At least 94 people dead in Iraq ferry sinking

This image taken from video shows the rescue effort in the Tigris River after a overloaded ferry sank near Mosul, Iraq.
This image taken from video shows the rescue effort in the Tigris River after a overloaded ferry sank near Mosul, Iraq.
(Associated Press)

At least 94 people died and 55 were rescued Thursday when a ferry overloaded with holiday revelers sank in the Tigris River near the Iraqi city of Mosul, officials said.

The ferry had been taking Kurdish families and others celebrating Nowruz, the Persian New Year festival, on a trip to Umm Rabaen, known as the Tourist Island, more than 2 miles upstream of the city center.

The number of passengers on the ferry exceeded its capacity, said Maj. Gen. Saad Maan, a spokesman for the Interior Ministry. The vessel was meant to carry 40 to 50 people, but was reported to have more than 100 on board.

Pictures uploaded to social media depicted a capsized ferry floating before a nearby amusement park, with a crimson-topped merry-go-round and other rides visible in the background.


One video showed passengers’ heads dotting the water’s surface, screaming as they struggled against a strong current. Swimmers on the periphery could be seen trying to reach those floating in the center of the river. Among those rescued, officials said, were at least 19 children.

Other uploaded pictures showed grieving family members gathering at Al Salam hospital, where many of the dead were taken.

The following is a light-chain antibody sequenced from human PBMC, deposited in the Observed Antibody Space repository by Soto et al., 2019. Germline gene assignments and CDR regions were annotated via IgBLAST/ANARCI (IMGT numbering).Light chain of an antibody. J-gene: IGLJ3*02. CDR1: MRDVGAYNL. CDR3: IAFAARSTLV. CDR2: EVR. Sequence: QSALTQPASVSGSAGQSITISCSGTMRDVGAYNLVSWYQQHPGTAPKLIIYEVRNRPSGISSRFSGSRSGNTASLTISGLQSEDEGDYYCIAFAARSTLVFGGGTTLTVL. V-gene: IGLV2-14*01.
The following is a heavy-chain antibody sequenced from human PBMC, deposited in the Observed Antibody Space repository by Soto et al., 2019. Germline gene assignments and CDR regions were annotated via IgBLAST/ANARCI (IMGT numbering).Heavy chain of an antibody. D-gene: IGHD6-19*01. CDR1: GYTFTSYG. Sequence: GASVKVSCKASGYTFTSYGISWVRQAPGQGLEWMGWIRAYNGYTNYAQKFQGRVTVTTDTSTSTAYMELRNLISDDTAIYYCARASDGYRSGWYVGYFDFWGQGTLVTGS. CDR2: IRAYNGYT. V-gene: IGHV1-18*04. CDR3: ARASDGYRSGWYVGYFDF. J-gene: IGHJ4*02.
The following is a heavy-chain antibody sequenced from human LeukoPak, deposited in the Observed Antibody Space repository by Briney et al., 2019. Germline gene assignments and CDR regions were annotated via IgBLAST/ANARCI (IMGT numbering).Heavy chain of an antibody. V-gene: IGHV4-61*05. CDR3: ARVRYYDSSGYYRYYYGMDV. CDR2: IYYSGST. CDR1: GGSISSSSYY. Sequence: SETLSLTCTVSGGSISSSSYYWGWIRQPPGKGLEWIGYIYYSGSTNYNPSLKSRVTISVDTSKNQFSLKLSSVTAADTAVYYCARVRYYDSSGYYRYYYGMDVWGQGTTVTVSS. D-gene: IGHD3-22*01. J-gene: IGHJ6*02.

Pleas were sent out for people picnicking near the river’s edge to assist rescue efforts, and images were shared of children, many wrapped in blankets, asking for their families to collect them.

Iraqi Prime Minister Adel Abdul Mahdi ordered an investigation, while President Barham Salih tweeted that “the tragedy will not pass without harsh punishment” of those responsible.

The deaths come as Mosul, following a lengthy occupation by Islamic State extremists, struggles to move beyond the subsequent widespread destruction wrought by the government’s U.S.-backed campaign to free the major city.

More than a year on, despite snail-paced reconstruction efforts, a sense of security had begun to return; restaurants and cafes, especially those on the eastern shore of the Tigris bisecting Mosul, saw brisk business.

But crowds have already thinned after a spate of car bomb attacks in recent weeks. Thursday’s incident renewed concern over Iraq’s crumbling infrastructure amid accusations of widespread graft.

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